Who’ll fill the void?Published 11:08am Saturday, November 19, 2011
The selfish human nature makes a certain amount of class warfare inevitable, I suppose, but the conflict seems to be intensifying in this country.
The Occupy Wall Street movement has made demonization of the rich man fashionable, painting the upper class with a broad brush that ignores the great American tradition of upward mobility through hard work and ingenuity.
Resentment of the poor is an equally disturbing trend.
Almost every time our newspaper publishes a story about an effort to help people who are less fortunate, website posters ridicule the recipients as welfare queens who mooch off the system instead of working to make an honest living.
When S.P. Morton Elementary School announced recently that it would use federal funds for after-school tutoring of students from low-income families, some readers, incredibly, wanted to know why the program wasn’t available to richer families too.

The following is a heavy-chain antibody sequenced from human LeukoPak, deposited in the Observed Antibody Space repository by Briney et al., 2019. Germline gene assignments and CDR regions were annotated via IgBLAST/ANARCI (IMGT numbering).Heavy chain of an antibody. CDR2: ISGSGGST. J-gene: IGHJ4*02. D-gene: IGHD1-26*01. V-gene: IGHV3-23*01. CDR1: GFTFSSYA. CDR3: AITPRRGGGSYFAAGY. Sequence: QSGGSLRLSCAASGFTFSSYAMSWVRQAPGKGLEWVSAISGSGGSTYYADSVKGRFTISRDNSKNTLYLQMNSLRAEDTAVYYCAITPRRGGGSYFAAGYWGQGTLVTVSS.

To be clear, there are con artists at both the top and bottom of the economic totem pole, but we err as a society by allowing that minority to shape the way we view people of classes different from our own.
Rising above the fray and bridging the class gaps in this community is a terrific organization, the Franklin-Southampton Area United Way, which has begun its annual fundraising campaign.
The symbolic thermometer above to this column shows how far the United Way has to go to reach its campaign goal of $175,000 by Dec. 31.
The loss of a longstanding annual corporate contribution from International Paper Co. and a generous annual workplace campaign by mill employees has left a big void in the United Way’s capacity to fund area non-profit organizations.
With proceeds from last year’s campaign, the United Way gave $186,500 to 27 community organizations that help people from all walks of life. At the current pace of this year’s campaign, the United Way will have about $50,000 less to distribute at a time when the community’s needs are greater than ever.
The gap will be filled not by large corporate contributions (though those certainly are welcome) but by generous individuals giving as they can, ignoring the din of the class conflict around them and enriching our collective quality of life as citizens of Franklin and Southampton County.